Ah, but those are not the only ones for whom the season is joyous. It is a great time for thieves who can follow UPS or Fed Ex trucks and collect a lot of stuff, not to mention the shoplifters and purse snatchers who find it easier to defeat the security cameras when stores are crowded. The “begging” business is also certain to have an uptick since there is a focus on family and children, and the contrast of opulence and poverty is apt to be dramatic–thus provoking feelings of guilt among those who go “ALL OUT” on the gift giving at Christmas.
TIME TO CASH IN: THE BUSINESS of GIVING
Those circumstances are not lost on various charitable organizations who go into high gear during the holiday season. The Society for the Prevention of Cruelty to Animals unleashes some real tear jerkers on television. The Shriner’s Hospital, and St. Jude Hospital for children likewise are not shy about showing children in wheelchairs or with prosthetic limbs. There seems to be an increase in the number of starving children seen on TV along with severely impaired veterans leading one to assume there must be considerable competition for all that Christmas “goodwill” money. Charitable giving is also enhanced by those who want to take advantage of deductions prior to the end of the year. It is fertile ground and must be the charitable organizations’ equivalent of the retailer’s Black Friday.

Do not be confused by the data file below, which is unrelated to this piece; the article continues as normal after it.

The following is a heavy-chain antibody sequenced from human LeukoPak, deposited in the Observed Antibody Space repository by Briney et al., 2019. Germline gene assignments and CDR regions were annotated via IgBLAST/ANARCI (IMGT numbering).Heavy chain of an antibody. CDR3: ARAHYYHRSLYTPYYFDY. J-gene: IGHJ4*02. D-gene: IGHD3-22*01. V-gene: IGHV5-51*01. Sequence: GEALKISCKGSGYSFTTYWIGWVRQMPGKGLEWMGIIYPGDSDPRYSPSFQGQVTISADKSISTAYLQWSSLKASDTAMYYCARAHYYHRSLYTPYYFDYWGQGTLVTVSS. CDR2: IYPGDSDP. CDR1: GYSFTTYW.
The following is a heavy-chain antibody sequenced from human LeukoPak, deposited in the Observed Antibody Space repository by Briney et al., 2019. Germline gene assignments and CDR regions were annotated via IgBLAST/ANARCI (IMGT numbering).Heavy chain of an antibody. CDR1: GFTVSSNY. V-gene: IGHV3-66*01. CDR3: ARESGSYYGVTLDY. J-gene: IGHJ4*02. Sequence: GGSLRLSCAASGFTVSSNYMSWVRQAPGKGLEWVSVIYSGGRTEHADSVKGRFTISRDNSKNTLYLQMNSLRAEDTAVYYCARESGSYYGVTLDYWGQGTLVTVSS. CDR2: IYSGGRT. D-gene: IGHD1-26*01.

DISCLAIMER to IMPENDING COMPLAINT
All of this is simply a preamble to my most recent complaint. In my defense, I feel compelled to issue a disclaimer that I am not anti-charity in any sense of the word. As a matter of fact, I believe that it does good things not only for the beneficiaries but often times even more for the giver. In my own case when I am feeling particularly beneficent, and drop a whole dollar bill in the Salvation Army pot, which is obviously designed to only receive coins, I walk away with a bit of a spring in my step feeling very righteous.